Thermoelectricity for power generation sparked by Silver Nanoparticles
Numerous high-functioning thermoelectric substances were found during the previous twenty years, but their potential has remained unrealized due to the absence of efficient mechanisms to convert the energy they generate into eco-friendly electricity.
Recently, a group of global researchers, led by a physicist from the University of Houston and some of his ex-pupils, has disclosed a novel strategy for building thermoelectric modules. They employed silver nanoparticles to link the modules’ electrodes and metallization layers.
The study, detailed in a publication released on May 1 in the journal Nature Energy, is expected to hasten the progress of cutting-edge modules for power generation and other applications. The stability of silver nanoparticles was evaluated in modules created from three distinct, state-of-the-art thermoelectric components, intended to function over an extensive temperature range.
The possibility of utilizing thermoelectric materials as a clean energy source has garnered greater attention due to their ability to convert heat, including waste heat generated by power plants or other industrial activities, into electricity by capitalizing on the movement of thermal current from a hotter region to a cooler one. However, exploiting this capability necessitates identifying a substance that can electrically and thermally connect the hot and cold sides of the material, without disrupting its performance.
To establish a junction between the two sides, the interconnecting material or solder is liquefied. For this reason, the melting point of the solder must be higher than the device’s operating temperature to remain steady during device operation, as stated by Zhifeng Ren, the director of the Texas Center for Superconductivity at UH and one of the corresponding authors of the paper. If the thermoelectric material operates at higher temperatures, the interconnecting layer will liquefy again.
However, it can be problematic if the interconnecting material has an excessively high melting point, as elevated temperatures during the connection process can impact the stability and performance of the thermoelectric materials. Consequently, the optimal interconnecting material should possess a relatively low melting point for module assembly to avoid destabilizing the thermoelectric materials, yet it should also endure high operating temperatures without liquefying again.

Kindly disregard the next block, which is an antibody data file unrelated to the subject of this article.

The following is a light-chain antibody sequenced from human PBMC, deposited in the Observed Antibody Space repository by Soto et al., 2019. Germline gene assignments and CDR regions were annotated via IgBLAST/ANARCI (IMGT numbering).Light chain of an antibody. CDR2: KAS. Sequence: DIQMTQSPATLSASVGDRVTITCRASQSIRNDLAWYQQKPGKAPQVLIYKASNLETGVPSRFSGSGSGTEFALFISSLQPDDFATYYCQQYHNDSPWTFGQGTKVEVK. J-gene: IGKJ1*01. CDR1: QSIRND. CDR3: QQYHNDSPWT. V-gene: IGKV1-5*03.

Silver possesses advantageous characteristics as an interconnecting material due to its high thermal and electrical conductivity. However, its high melting point, which stands at 962 degrees Celsius, can destabilize numerous thermoelectric materials. The researchers capitalized on the fact that silver nanoparticles have a substantially lower melting point than bulk silver for this research. After module assembly, the nanoparticles transitioned back to a bulk state, regaining the higher melting point needed for device operation.
According to Ren, who is also a professor of physics at UH’s M.D. Anderson: “If silver is converted into nanoparticles, the melting point can decrease to roughly 400 or 500 degrees Celsius, depending on the size of the particle. This implies that the device can be operated at temperatures of up to 600 or 700 degrees Celsius without issue, as long as the operating temperature remains beneath the melting point of bulk silver, which is 962 degrees Celsius.” He collaborated on this research with five former students and post-doctoral researchers from the Ren research group, who are now based at the Harbin Institute of Technology in Shenzhen, China, and the Beijing National Laboratory for Condensed Matter Physics at the Chinese Academy of Sciences in Beijing.
The team of researchers tested the silver nanoparticles with three widely recognized thermoelectric materials, each of which operates at distinct temperatures.
The researchers found that a lead tellurium-based module, which operates at a relatively low temperature of approximately 573 Kelvin up to roughly 823 Kelvin (equivalent to 300 degrees Celsius to 550 degrees Celsius), achieved a heat-to-electricity conversion efficiency of roughly 11%. Furthermore, the module remained stable after undergoing 50 thermal cycles.
In addition, the team employed the silver nanoparticles as a connective material in modules utilizing low-temperature bismuth telluride and high-temperature half-Heusler materials, indicating that this approach could be applied to a wide range of thermoelectric materials and applications.
Ren highlighted that the selection of materials for the thermoelectric modules depends on the desired heat source and that different materials are utilized to guarantee their capability to withstand the applied heat. He further explained that the research demonstrated the potential of using silver nanoparticles as the solder material, irrespective of the specific thermoelectric material employed, as long as the applied heat remains below the melting point of bulk silver, which is 960 degrees Celsius.
The paper has several co-authors, including Li Yin, Fan Yang, Xin Bao, Zhipeng Du, Xinyu Wang, Jinxuan Cheng, Hongjun Ji, Jiehe Sui, Xingjun Liu, Feng Cao, Jun Mao, Mingyu Li, and Qian Zhang, who are all affiliated with the Harbin Institute of Technology. Additionally, Wenhua Xue, who is affiliated with both the Harbin Institute of Technology and the Beijing National Laboratory for Condensed Matter Physics, and Yumei Wang, who is affiliated with the Beijing National Laboratory for Condensed Matter Physics, also contributed to the paper.